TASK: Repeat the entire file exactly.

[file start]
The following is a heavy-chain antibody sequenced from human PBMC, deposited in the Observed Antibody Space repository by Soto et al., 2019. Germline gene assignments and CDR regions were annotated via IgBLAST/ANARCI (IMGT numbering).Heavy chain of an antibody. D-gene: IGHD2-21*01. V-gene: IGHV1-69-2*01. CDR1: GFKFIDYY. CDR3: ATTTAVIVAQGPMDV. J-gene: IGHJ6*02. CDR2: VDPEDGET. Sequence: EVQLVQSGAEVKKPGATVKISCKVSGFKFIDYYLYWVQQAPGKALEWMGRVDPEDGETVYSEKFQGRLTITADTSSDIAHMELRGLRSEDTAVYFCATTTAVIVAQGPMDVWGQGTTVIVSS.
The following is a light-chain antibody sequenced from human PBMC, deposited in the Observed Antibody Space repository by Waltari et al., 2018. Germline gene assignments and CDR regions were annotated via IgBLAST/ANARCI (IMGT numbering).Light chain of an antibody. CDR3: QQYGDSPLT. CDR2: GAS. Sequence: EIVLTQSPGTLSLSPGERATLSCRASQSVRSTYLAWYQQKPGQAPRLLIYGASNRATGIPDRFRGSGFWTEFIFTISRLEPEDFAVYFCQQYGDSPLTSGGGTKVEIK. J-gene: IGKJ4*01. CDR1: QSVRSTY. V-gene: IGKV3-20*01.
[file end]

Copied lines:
The following is a heavy-chain antibody sequenced from human PBMC, deposited in the Observed Antibody Space repository by Soto et al., 2019. Germline gene assignments and CDR regions were annotated via IgBLAST/ANARCI (IMGT numbering).Heavy chain of an antibody. D-gene: IGHD2-21*01. V-gene: IGHV1-69-2*01. CDR1: GFKFIDYY. CDR3: ATTTAVIVAQGPMDV. J-gene: IGHJ6*02. CDR2: VDPEDGET. Sequence: EVQLVQSGAEVKKPGATVKISCKVSGFKFIDYYLYWVQQAPGKALEWMGRVDPEDGETVYSEKFQGRLTITADTSSDIAHMELRGLRSEDTAVYFCATTTAVIVAQGPMDVWGQGTTVIVSS.
The following is a light-chain antibody sequenced from human PBMC, deposited in the Observed Antibody Space repository by Waltari et al., 2018. Germline gene assignments and CDR regions were annotated via IgBLAST/ANARCI (IMGT numbering).Light chain of an antibody. CDR3: QQYGDSPLT. CDR2: GAS. Sequence: EIVLTQSPGTLSLSPGERATLSCRASQSVRSTYLAWYQQKPGQAPRLLIYGASNRATGIPDRFRGSGFWTEFIFTISRLEPEDFAVYFCQQYGDSPLTSGGGTKVEIK. J-gene: IGKJ4*01. CDR1: QSVRSTY. V-gene: IGKV3-20*01.